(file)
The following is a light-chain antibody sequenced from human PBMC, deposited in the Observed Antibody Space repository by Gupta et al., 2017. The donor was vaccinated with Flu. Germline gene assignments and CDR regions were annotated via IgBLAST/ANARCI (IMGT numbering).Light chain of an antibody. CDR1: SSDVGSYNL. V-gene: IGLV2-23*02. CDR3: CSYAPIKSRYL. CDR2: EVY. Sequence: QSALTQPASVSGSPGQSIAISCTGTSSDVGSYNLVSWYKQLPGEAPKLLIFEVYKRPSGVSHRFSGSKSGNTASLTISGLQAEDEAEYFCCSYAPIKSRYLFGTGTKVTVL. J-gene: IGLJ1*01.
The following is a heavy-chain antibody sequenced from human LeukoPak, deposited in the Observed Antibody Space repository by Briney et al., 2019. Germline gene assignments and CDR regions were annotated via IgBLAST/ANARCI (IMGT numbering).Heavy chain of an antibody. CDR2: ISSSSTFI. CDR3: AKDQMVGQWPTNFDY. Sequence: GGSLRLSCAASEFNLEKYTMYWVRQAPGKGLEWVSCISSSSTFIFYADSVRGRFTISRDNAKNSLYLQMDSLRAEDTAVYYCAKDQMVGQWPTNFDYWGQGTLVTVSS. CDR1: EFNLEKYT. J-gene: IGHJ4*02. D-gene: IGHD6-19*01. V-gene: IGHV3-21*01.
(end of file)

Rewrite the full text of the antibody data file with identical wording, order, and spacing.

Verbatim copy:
The following is a light-chain antibody sequenced from human PBMC, deposited in the Observed Antibody Space repository by Gupta et al., 2017. The donor was vaccinated with Flu. Germline gene assignments and CDR regions were annotated via IgBLAST/ANARCI (IMGT numbering).Light chain of an antibody. CDR1: SSDVGSYNL. V-gene: IGLV2-23*02. CDR3: CSYAPIKSRYL. CDR2: EVY. Sequence: QSALTQPASVSGSPGQSIAISCTGTSSDVGSYNLVSWYKQLPGEAPKLLIFEVYKRPSGVSHRFSGSKSGNTASLTISGLQAEDEAEYFCCSYAPIKSRYLFGTGTKVTVL. J-gene: IGLJ1*01.
The following is a heavy-chain antibody sequenced from human LeukoPak, deposited in the Observed Antibody Space repository by Briney et al., 2019. Germline gene assignments and CDR regions were annotated via IgBLAST/ANARCI (IMGT numbering).Heavy chain of an antibody. CDR2: ISSSSTFI. CDR3: AKDQMVGQWPTNFDY. Sequence: GGSLRLSCAASEFNLEKYTMYWVRQAPGKGLEWVSCISSSSTFIFYADSVRGRFTISRDNAKNSLYLQMDSLRAEDTAVYYCAKDQMVGQWPTNFDYWGQGTLVTVSS. CDR1: EFNLEKYT. J-gene: IGHJ4*02. D-gene: IGHD6-19*01. V-gene: IGHV3-21*01.